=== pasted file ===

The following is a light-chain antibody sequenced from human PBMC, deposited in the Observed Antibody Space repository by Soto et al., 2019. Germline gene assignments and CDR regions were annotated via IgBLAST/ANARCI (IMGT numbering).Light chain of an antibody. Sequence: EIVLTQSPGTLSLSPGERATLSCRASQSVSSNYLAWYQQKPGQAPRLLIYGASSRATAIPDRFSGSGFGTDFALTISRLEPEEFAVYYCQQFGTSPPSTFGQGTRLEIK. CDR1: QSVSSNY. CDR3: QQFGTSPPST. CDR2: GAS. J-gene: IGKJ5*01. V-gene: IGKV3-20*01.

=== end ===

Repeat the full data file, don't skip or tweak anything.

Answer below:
The following is a light-chain antibody sequenced from human PBMC, deposited in the Observed Antibody Space repository by Soto et al., 2019. Germline gene assignments and CDR regions were annotated via IgBLAST/ANARCI (IMGT numbering).Light chain of an antibody. Sequence: EIVLTQSPGTLSLSPGERATLSCRASQSVSSNYLAWYQQKPGQAPRLLIYGASSRATAIPDRFSGSGFGTDFALTISRLEPEEFAVYYCQQFGTSPPSTFGQGTRLEIK. CDR1: QSVSSNY. CDR3: QQFGTSPPST. CDR2: GAS. J-gene: IGKJ5*01. V-gene: IGKV3-20*01.